There was no break, and Mr. Rather was, in fact, covering the election in
Washington, which is where Mr. Schorr would have been were he not on a return
flight from the Middle East, fuming over Mr. Schonfeld’s error.
Still, despite his reservations, Mr. Schorr views Mr.
Schonfeld as a man who knew how to make things happen.
“He was a little bit like Ted Turner himself, if you can
imagine Ted Turner being Jewish,” Mr. Schorr said.
Yet Mr. Turner ultimately turned on his founding executive.
Mr. Schonfeld was booted in 1982 after he tried to fire Larry King’s
predecessor, Sandi Freeman. Mr. Turner objected.
“Reese wanted things done his way,” recalled Guy Pepper, one
of the original directors at CNN and a developer of MSNBC. “But that’s part of
the game.” Mr. Pepper called apocryphal a well-known anecdote in which Mr.
Schonfeld, enraged by an on-air gaffe made by an unknown, 23-year-old Katie
Couric, screamed: “I never want to see her on the air again!” (Mr. Schonfeld
denies the story.)
Mr. Schonfeld claims that Mr. Turner has asked him to return
to CNN numerous times since 1982. Mr. Turner did not return calls for comment.
Whatever the truth, Mr. Schonfeld has parlayed his CNN years into a series of
subsequent ventures, all the while harboring mixed feelings of nostalgia and
“It’s very sad what happened to CNN after I left,” he told The Observer .
He went on during the 1980’s to produce news for assorted
organizations, including Cox Enterprises and News 12 on Long Island, and
simultaneously put together a series of holding companies that invested in an
assortment of media-related ventures. “Anything that made people blink when
they heard it, Reese wanted to be involved,” said Mr. Schulman, who was Mr.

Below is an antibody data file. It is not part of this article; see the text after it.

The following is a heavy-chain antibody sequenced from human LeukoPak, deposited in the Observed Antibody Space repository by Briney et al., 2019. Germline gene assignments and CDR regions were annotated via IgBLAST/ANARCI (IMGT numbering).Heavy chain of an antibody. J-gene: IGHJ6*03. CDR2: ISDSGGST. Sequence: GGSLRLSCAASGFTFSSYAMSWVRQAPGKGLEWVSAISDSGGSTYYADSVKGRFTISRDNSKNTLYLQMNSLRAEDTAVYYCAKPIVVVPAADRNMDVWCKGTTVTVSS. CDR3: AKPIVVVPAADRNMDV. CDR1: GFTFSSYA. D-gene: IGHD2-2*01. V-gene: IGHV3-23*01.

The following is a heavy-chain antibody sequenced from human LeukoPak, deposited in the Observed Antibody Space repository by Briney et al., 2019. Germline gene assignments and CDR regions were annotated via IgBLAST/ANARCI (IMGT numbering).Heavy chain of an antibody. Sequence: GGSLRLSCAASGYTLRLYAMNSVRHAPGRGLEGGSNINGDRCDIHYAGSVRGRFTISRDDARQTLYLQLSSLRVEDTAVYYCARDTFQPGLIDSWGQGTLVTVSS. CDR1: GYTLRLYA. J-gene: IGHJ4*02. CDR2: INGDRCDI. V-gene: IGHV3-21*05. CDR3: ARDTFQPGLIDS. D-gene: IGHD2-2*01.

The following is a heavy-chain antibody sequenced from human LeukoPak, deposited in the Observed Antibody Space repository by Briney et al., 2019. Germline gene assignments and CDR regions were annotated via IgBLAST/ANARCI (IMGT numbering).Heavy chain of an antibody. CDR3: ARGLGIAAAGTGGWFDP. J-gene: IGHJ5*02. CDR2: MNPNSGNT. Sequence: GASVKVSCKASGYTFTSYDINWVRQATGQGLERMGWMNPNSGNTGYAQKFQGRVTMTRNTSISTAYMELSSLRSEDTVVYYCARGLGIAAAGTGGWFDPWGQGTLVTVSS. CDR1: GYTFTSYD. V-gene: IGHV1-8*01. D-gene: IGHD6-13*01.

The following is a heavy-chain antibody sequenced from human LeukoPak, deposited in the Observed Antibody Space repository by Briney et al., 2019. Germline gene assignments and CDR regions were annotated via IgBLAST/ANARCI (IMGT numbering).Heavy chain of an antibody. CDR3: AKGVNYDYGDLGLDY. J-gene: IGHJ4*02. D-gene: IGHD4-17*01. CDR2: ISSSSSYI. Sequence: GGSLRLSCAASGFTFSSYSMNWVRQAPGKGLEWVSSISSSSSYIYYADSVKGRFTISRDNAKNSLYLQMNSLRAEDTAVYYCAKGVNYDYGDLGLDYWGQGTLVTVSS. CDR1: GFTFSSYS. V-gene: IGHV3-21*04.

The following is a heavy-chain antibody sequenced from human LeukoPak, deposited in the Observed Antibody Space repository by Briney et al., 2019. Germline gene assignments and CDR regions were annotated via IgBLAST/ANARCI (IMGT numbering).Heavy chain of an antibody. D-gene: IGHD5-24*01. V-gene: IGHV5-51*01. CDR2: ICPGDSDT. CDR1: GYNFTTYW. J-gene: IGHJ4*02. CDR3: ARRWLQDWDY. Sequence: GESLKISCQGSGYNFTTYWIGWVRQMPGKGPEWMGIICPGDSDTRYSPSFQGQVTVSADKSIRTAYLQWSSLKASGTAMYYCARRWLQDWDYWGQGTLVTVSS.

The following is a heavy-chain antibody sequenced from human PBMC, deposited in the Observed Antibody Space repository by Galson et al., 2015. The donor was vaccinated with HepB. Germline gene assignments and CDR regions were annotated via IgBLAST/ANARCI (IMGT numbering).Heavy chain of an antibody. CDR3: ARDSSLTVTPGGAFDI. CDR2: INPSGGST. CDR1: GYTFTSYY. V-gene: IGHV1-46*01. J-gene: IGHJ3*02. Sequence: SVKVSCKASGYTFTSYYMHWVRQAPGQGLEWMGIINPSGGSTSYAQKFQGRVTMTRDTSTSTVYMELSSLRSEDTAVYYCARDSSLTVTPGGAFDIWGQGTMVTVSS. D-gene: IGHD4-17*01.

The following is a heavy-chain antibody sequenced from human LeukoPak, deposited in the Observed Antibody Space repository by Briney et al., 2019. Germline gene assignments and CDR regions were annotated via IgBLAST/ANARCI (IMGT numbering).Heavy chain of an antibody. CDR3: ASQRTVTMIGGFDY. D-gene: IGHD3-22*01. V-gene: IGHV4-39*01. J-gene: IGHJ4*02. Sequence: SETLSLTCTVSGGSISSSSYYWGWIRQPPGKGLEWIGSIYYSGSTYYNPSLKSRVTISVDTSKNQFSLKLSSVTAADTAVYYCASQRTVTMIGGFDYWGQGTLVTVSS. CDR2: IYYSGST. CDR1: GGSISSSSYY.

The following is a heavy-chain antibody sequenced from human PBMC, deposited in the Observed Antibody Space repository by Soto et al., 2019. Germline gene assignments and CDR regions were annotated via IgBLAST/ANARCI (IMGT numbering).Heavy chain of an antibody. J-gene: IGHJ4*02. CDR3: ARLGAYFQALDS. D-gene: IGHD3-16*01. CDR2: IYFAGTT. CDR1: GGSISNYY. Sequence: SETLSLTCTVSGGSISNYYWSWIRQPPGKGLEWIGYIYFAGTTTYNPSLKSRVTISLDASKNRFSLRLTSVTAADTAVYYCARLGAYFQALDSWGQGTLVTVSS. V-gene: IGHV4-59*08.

Schonfeld’s partner in a number of them. “He liked the shock value.”
Chris Chase, who is billed as the co-author of Me and Ted Against the World , said,
“He’s always got 16 things going.” But she added that he does not see them all
through. “He starts something,” she said, “and then he just gets bored. So the
next thing comes along and he starts that.”
The Iron Chef
In 1987, Mr. Schonfeld returned to the intersection of news
and entertainment, when he launched, with Monkees creator Ward Sylvester, the
production company Current Trends. Among other bizarre shows, they produced A Matter of Life and Death , a prime-time
special that aired in 1989. It consisted of a debate between two reporters over
the execution of a Florida death-row inmate and included a live feed from the
Current Trends failed to produce any hits, and in 1993 Mr.
Schonfeld moved in the direction of entertainment-albeit the oddly informative
kind-when he conceived of and began assembling funding for another 24-hour
cable network, this one devoted entirely to food.
There are not many people who could attract investors to a
channel made up of little more than cooking shows and infomercials for
countertop rotisserie ovens. But Mr. Schonfeld did it, with the bulk of the
money coming from dusty old Scripps, publisher of The Providence Journal .
As good as Mr. Schonfeld has been at getting investors to